Video: Finding the Set of Zeros of a Polynomial Function

Find, by factoring, the zeros of the function 𝑓(π‘₯) = 6π‘₯⁴ + 33π‘₯Β³ βˆ’ 63π‘₯Β².

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Video Transcript

Find, by factoring, the zeros of the function 𝑓 of π‘₯ equals six π‘₯ to the fourth power plus 33π‘₯ cubed minus 63π‘₯ squared.

Let’s begin by recalling what is meant by the zeros of a function. These are the values of the variable, in this case π‘₯, such that the function itself is equal to zero. So we’re looking for the values of π‘₯ that make 𝑓 of π‘₯ equal to zero. We therefore need to solve the quartic equation six π‘₯ to the fourth power plus 33π‘₯ cubed minus 63π‘₯ squared equals zero. We’re told in the question that this can be done by factoring. So let’s begin by saying if we can identify any common factors in our three terms.

Looking at the coefficients, first of all, or at least their absolute values, so that’s six, 33, and 63, we see that these share a common factor of three. So we can factor this out. We then see that we have π‘₯ to the fourth power, π‘₯ cubed, and π‘₯ squared. So the lowest power of π‘₯, which appears in all three terms, is π‘₯ squared. We can therefore take three π‘₯ squared out as a common factor.

To get six π‘₯ to the fourth power, we need to multiply three π‘₯ squared by two π‘₯ squared. So that’s the first term inside our parentheses. To get 33π‘₯ cubed, we need to multiply three π‘₯ squared by 11π‘₯. And then, to get negative 63π‘₯ squared, we need to multiply three π‘₯ squared by negative 21. So we now have our equation in the partially factored form three π‘₯ squared multiplied by two π‘₯ squared plus 11π‘₯ minus 21.

Next, we need to consider how we can factor this quadratic, two π‘₯ squared plus 11π‘₯ minus 21. And as it has a leading coefficient, which is not equal to one, it has a leading coefficient of two, we need to use factoring by grouping. We look for two numbers which sum to the coefficient of π‘₯, that’s positive 11, and which multiply to the product of the coefficient of π‘₯ squared and the constant term. That’s two times negative 21, which is negative 42. We can list the factor pairs of 42. They are one and 42, two and 21, three and 14, and six and seven. In order to make negative 42 then, we require that our factors have different signs. And we see that if we need them to sum to 11, then if we make three negative but keep 14 positive, then the factor pair negative three and 14 does indeed sum to 11 and multiplies to negative 42.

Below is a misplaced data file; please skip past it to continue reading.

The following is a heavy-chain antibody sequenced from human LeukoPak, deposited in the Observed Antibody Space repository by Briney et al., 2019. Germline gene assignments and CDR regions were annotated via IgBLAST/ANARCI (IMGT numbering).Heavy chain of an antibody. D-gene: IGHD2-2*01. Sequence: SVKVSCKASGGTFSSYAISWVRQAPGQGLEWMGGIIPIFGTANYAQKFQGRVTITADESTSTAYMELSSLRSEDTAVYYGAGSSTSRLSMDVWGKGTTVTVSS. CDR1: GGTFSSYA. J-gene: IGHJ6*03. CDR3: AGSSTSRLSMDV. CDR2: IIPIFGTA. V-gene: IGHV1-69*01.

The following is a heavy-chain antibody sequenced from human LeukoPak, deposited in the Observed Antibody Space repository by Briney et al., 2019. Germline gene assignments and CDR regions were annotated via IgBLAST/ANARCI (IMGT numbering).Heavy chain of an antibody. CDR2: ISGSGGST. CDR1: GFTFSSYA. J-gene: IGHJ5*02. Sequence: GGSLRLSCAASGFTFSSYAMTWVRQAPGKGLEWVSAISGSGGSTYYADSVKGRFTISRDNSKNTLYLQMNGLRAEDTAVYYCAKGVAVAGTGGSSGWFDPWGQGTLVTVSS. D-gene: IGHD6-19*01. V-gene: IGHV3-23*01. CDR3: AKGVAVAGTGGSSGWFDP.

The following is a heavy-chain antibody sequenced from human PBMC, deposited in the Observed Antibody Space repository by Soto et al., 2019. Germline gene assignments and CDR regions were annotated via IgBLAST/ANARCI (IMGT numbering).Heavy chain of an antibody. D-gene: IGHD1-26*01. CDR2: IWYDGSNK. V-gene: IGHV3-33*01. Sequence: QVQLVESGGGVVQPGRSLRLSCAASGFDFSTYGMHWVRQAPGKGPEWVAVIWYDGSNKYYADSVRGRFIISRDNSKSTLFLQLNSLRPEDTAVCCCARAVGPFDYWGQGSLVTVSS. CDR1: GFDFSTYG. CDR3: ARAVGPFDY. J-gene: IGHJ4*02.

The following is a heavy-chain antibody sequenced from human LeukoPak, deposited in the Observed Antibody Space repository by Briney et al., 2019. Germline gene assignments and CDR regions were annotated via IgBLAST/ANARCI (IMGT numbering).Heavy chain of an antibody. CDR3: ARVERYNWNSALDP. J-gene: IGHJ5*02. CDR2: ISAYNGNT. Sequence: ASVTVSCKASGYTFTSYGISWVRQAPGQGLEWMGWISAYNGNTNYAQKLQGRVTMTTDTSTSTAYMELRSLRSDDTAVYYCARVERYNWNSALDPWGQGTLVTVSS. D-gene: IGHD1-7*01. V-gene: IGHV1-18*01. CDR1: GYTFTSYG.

Now, the next step may look a little strange if you’ve forgotten some of the detail of this method. But what we do is we take that positive 11π‘₯. And we rewrite it as the sum of positive 14π‘₯ and negative three π‘₯. We then divide this new four-term quadratic expression in half. And we factor each pair of terms separately. From the first pair, two π‘₯ squared and 14π‘₯, we can take a common factor of two π‘₯, giving us two π‘₯ multiplied by π‘₯ plus seven. And from the second pair, negative three π‘₯ minus 21, we can take a common factor of negative three, giving us negative three multiplied by π‘₯ plus seven.

We then notice that the two parts of this quadratic share a common factor of π‘₯ plus seven. So we can factor by π‘₯ plus seven. We’re then left with two π‘₯ for the first term and negative three for the second. So our second factor is two π‘₯ minus three. We can of course confirm that if we were to redistribute these parentheses and simplify, we’d get the quadratic two π‘₯ squared plus 11π‘₯ minus 21, which we started off with. Our quartic equation is now in a fully factored form. So we can solve.

To do so, we take each of our factors and set them each equal to zero. We then solve each of the resulting equations. We have three π‘₯ squared equals zero. And dividing by three and then taking the square root of each side of this equation gives π‘₯ equals zero. Our second solution is π‘₯ plus seven equals zero. And subtracting seven from each side of this equation gives π‘₯ equals negative seven. And our third equation is two π‘₯ minus three equals zero. Adding three to both sides and then dividing by two gives the solution π‘₯ is equal to three over two. So we found that there are three solutions to this quartic equation and hence three values of π‘₯, which are considered the zeros of this function. π‘₯ equals zero, π‘₯ equals negative seven, and π‘₯ equals three over two.

We can of course check our work by substituting each root individually back into the equation 𝑓 of π‘₯. For example, 𝑓 of zero is equal to six multiplied by zero to the fourth power plus 33 multiplied by zero cubed minus 63 multiplied by zero squared. That’s zero plus zero minus zero, which is indeed equal to zero, telling us that the value zero is a zero of the function 𝑓 of π‘₯.

So by fully factoring this quartic equation and then setting each factor individually equal to zero, we’ve found that the zeros of the function 𝑓 of π‘₯ are negative seven, zero, and three over two.

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